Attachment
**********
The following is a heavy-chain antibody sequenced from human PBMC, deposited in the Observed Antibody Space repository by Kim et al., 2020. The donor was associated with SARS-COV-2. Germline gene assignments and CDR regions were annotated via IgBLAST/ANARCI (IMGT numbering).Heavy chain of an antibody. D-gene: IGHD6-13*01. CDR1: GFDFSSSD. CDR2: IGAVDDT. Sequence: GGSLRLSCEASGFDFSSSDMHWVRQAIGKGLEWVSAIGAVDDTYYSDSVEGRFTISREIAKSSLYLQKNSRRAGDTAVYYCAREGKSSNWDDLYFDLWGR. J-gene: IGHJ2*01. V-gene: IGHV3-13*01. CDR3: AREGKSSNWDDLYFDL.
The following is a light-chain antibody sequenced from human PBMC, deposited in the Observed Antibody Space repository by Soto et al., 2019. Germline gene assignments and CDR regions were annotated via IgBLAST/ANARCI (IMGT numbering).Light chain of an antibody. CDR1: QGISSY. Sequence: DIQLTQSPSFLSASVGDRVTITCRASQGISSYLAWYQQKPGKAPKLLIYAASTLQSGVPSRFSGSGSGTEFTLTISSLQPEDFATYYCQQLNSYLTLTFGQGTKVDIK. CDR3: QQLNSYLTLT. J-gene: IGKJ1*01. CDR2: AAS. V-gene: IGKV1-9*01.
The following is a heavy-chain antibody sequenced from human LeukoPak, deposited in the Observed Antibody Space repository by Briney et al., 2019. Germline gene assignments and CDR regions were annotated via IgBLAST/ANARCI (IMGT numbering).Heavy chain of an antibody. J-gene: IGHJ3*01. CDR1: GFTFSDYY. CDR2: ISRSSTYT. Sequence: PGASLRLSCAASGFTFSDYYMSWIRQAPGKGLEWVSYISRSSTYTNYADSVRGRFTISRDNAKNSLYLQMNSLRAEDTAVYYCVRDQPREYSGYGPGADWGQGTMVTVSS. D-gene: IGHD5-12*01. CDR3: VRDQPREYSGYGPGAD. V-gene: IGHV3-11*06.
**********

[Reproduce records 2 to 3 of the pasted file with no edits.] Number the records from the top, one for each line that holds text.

The following is a light-chain antibody sequenced from human PBMC, deposited in the Observed Antibody Space repository by Soto et al., 2019. Germline gene assignments and CDR regions were annotated via IgBLAST/ANARCI (IMGT numbering).Light chain of an antibody. CDR1: QGISSY. Sequence: DIQLTQSPSFLSASVGDRVTITCRASQGISSYLAWYQQKPGKAPKLLIYAASTLQSGVPSRFSGSGSGTEFTLTISSLQPEDFATYYCQQLNSYLTLTFGQGTKVDIK. CDR3: QQLNSYLTLT. J-gene: IGKJ1*01. CDR2: AAS. V-gene: IGKV1-9*01.
The following is a heavy-chain antibody sequenced from human LeukoPak, deposited in the Observed Antibody Space repository by Briney et al., 2019. Germline gene assignments and CDR regions were annotated via IgBLAST/ANARCI (IMGT numbering).Heavy chain of an antibody. J-gene: IGHJ3*01. CDR1: GFTFSDYY. CDR2: ISRSSTYT. Sequence: PGASLRLSCAASGFTFSDYYMSWIRQAPGKGLEWVSYISRSSTYTNYADSVRGRFTISRDNAKNSLYLQMNSLRAEDTAVYYCVRDQPREYSGYGPGADWGQGTMVTVSS. D-gene: IGHD5-12*01. CDR3: VRDQPREYSGYGPGAD. V-gene: IGHV3-11*06.